[The visitation], Albrecht Durer, German, Nuremberg.
Print after Albrecht Dürer's woodcut Visitation, no. 8 in his Life of the Virgin series, shows the Virgin and St. Elizabeth, both pregnant, greeting each other as Zacharias stands in a doorway. Dürer's pet dog is depicted in the foreground. Dürer's monogram is on the plate.
Title from The illustrated Bartsch. New York : Abaris Books, 1978- , vol. 27, no. 628.
Watermark: P M in circle.
Library of Congress copy is trimmed.
Published in: The first Smithsonian collection : the European engravings of George Perkins Marsh and the role of prints in the U.S. National Museum / Helena E. Wright. Washington, DC : Smithsonian Institution Scholarly Press, 2015. p. 143.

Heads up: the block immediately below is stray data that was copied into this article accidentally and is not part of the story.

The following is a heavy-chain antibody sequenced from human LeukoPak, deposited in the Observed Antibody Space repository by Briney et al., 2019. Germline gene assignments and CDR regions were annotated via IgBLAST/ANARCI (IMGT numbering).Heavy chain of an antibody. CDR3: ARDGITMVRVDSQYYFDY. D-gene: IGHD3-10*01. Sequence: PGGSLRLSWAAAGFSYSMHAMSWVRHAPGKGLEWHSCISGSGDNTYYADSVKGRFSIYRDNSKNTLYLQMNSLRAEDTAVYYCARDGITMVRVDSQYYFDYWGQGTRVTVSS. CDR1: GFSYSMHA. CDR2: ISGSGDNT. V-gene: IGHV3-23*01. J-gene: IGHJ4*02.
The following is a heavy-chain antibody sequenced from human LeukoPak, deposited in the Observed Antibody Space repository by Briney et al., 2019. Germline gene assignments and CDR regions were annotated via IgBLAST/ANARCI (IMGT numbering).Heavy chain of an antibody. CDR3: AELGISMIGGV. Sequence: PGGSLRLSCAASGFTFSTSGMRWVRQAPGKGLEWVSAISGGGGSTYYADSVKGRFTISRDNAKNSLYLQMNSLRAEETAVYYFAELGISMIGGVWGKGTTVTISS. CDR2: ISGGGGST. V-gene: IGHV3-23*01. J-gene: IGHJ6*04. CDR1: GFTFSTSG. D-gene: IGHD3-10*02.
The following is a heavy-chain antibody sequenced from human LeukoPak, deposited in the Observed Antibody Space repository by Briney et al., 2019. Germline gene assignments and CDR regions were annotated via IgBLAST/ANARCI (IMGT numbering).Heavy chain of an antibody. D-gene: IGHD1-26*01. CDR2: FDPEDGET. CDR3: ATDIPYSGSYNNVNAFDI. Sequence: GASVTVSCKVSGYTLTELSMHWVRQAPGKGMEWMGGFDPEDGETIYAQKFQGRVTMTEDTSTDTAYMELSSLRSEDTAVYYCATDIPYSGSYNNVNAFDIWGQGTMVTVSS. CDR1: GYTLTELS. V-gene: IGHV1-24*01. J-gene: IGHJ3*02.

Printmaking in woodcut and engraving came to Northern Italy within a few decades of their invention north of the Alps. Engraving probably came first to Florence in the 1440s, the goldsmith Maso Finiguerra (1426–64) used the technique. Italian engraving caught the very early Renaissance, 1460–1490. Print copying was a widely accepted practice, as well as copying of paintings viewed as images in their own right.